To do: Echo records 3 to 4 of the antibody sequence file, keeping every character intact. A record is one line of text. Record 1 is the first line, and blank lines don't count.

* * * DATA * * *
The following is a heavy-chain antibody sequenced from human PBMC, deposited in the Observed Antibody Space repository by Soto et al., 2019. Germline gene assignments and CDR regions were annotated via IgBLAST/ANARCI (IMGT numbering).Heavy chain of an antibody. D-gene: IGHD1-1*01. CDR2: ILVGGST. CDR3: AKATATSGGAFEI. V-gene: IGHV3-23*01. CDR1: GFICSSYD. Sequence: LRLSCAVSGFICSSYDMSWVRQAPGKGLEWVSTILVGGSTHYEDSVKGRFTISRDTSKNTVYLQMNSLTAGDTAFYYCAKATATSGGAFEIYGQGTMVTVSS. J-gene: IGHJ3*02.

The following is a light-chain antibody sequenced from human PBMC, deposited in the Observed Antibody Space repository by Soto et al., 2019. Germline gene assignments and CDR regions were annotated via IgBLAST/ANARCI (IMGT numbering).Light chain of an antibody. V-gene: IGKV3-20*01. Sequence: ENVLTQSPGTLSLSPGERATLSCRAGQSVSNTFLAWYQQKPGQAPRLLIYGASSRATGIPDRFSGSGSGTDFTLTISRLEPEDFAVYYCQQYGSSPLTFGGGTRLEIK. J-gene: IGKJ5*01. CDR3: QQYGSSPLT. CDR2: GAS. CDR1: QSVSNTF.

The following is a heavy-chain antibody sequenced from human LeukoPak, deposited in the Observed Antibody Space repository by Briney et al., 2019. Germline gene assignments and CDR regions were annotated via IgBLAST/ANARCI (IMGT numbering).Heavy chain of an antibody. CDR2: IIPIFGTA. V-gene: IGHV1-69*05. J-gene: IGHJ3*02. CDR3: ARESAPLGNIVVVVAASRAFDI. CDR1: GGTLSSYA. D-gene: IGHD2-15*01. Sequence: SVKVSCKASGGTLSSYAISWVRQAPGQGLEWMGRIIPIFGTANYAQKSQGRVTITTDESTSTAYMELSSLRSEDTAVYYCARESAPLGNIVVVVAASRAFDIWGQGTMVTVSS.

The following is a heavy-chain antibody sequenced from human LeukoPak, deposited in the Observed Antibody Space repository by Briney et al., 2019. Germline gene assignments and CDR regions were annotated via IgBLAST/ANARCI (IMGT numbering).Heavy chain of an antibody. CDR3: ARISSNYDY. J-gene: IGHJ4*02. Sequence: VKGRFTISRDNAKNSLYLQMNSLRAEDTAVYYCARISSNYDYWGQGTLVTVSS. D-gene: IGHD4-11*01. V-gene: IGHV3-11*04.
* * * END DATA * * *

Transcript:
The following is a heavy-chain antibody sequenced from human LeukoPak, deposited in the Observed Antibody Space repository by Briney et al., 2019. Germline gene assignments and CDR regions were annotated via IgBLAST/ANARCI (IMGT numbering).Heavy chain of an antibody. CDR2: IIPIFGTA. V-gene: IGHV1-69*05. J-gene: IGHJ3*02. CDR3: ARESAPLGNIVVVVAASRAFDI. CDR1: GGTLSSYA. D-gene: IGHD2-15*01. Sequence: SVKVSCKASGGTLSSYAISWVRQAPGQGLEWMGRIIPIFGTANYAQKSQGRVTITTDESTSTAYMELSSLRSEDTAVYYCARESAPLGNIVVVVAASRAFDIWGQGTMVTVSS.

The following is a heavy-chain antibody sequenced from human LeukoPak, deposited in the Observed Antibody Space repository by Briney et al., 2019. Germline gene assignments and CDR regions were annotated via IgBLAST/ANARCI (IMGT numbering).Heavy chain of an antibody. CDR3: ARISSNYDY. J-gene: IGHJ4*02. Sequence: VKGRFTISRDNAKNSLYLQMNSLRAEDTAVYYCARISSNYDYWGQGTLVTVSS. D-gene: IGHD4-11*01. V-gene: IGHV3-11*04.